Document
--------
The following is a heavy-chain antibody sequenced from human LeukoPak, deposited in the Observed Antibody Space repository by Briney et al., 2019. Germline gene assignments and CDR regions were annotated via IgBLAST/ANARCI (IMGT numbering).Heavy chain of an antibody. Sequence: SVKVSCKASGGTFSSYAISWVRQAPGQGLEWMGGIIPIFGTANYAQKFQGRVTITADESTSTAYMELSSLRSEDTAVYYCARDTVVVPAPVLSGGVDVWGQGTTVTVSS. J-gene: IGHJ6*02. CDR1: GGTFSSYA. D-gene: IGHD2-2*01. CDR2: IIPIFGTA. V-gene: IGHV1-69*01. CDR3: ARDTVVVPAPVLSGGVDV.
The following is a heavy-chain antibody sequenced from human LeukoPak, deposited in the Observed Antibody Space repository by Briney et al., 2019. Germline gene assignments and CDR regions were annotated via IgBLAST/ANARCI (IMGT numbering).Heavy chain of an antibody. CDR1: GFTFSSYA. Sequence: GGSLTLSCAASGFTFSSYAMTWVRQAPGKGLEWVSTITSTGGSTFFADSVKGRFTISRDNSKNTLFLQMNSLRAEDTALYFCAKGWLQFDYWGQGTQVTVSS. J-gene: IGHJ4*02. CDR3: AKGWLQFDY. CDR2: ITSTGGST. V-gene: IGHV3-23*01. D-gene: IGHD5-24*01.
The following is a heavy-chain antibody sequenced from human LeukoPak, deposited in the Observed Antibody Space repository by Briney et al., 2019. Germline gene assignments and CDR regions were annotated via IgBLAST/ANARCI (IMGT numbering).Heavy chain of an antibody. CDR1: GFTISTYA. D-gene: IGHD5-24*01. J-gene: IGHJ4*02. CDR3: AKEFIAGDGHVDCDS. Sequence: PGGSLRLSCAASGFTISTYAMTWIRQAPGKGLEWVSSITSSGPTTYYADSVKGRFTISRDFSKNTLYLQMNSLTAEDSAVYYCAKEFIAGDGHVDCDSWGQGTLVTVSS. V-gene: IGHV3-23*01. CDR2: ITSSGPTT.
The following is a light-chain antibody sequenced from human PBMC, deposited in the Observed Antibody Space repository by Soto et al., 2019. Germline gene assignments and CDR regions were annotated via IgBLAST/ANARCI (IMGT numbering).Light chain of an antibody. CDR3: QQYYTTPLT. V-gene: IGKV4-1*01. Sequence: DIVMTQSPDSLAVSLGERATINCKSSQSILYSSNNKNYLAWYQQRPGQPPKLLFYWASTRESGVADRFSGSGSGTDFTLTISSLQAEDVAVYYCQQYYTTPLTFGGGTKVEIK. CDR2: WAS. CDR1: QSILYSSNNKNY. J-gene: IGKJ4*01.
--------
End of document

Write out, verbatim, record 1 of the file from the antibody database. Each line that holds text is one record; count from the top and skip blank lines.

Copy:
The following is a heavy-chain antibody sequenced from human LeukoPak, deposited in the Observed Antibody Space repository by Briney et al., 2019. Germline gene assignments and CDR regions were annotated via IgBLAST/ANARCI (IMGT numbering).Heavy chain of an antibody. Sequence: SVKVSCKASGGTFSSYAISWVRQAPGQGLEWMGGIIPIFGTANYAQKFQGRVTITADESTSTAYMELSSLRSEDTAVYYCARDTVVVPAPVLSGGVDVWGQGTTVTVSS. J-gene: IGHJ6*02. CDR1: GGTFSSYA. D-gene: IGHD2-2*01. CDR2: IIPIFGTA. V-gene: IGHV1-69*01. CDR3: ARDTVVVPAPVLSGGVDV.